At thirteen, our youngest son has reached the Age of Reflexive Contrarianism. I remember it well. THEM: “The sky is blue.” ME: “The sky is black.” THEM: “The world is a beautiful place.” ME: “The world is a boring and inescapable hell.” The stage is inevitable and probably even useful, if we remember as adults how unpleasant we could be as proto-adults. It’s a histrionic stance, a way to test ourselves against the world, to experiment with an evolving sense of self. Some of us never outgrow this kneejerk contrary stage, and remain tiresome for life – at least as tiresome as the opposite number, the witlessly agreeable Pollyanna. My generation, the so-called Baby Boomers, has turned a passing adolescent phase into a lifetime creed. To cherish what we inherit and honor the gift of tradition is dismissed as slavish and reactionary, a real cramp on my style.
For readers and writers, the early years of this century were brutal. A rough tally of the writers we lost includes Penelope Fitzgerald, William Maxwell, Edgar Bowers and R.S. Thomas (d. 2000); Eudora Welty, R.K. Narayan, W.G. Sebald (2001); C.H. Sisson (2003); Anthony Hecht, Donald Justice, Thom Gunn, Czesław Miłosz (2004); Guy Davenport and Saul Bellow (2005). Also among them was D.J. Enright (1920-2002), the English poet, critic, translator and keeper of commonplace books. He epitomizes the literary gentleman, independent, learned, witty, beholden to no ideology but truth as he discerns it. Enright anatomizes the contrary soul in “The Rebel” (Collected Poems: 1948-1998, Oxford University Press, 1998):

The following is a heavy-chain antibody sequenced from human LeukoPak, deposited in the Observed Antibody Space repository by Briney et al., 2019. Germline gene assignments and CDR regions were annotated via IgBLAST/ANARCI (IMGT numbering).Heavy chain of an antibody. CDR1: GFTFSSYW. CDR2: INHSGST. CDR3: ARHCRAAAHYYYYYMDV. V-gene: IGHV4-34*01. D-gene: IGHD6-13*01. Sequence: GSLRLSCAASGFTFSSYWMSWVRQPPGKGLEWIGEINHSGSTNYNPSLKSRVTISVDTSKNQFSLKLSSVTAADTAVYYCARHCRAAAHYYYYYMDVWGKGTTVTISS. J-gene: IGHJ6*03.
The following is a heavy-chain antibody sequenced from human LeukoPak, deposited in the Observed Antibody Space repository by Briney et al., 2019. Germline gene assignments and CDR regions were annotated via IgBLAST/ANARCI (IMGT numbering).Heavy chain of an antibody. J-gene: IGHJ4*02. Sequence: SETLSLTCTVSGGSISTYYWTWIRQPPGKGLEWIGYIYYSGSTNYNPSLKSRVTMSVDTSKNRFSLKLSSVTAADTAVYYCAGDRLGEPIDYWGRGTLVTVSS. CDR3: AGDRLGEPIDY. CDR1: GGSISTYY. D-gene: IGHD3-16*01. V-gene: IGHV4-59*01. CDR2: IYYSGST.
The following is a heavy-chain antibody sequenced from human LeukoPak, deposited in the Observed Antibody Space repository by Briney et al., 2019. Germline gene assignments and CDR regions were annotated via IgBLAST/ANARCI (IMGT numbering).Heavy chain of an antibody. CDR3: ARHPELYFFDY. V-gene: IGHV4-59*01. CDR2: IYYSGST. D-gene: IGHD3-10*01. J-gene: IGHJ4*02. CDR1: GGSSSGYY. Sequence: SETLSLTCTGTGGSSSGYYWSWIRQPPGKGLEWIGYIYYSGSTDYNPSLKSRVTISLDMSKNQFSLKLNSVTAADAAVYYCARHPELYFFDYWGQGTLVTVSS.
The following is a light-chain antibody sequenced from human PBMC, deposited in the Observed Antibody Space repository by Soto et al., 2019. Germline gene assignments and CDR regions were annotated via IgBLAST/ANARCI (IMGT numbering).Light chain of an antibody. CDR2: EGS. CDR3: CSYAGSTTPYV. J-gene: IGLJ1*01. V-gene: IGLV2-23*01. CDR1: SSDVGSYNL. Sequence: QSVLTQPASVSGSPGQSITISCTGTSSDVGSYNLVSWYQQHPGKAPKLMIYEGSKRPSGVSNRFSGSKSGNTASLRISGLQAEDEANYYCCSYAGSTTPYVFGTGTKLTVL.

“In the company of dog lovers,
The rebel expresses a preference for cats.
“In the company of cat lovers,
The rebel puts in a good word for dogs.”
You know the type. But Enright doesn’t merely mock the rebel. He understands him and even sympathizes:
“It is very good that we have rebels.
You may not find it very good to be one.”
At least after the age of thirteen.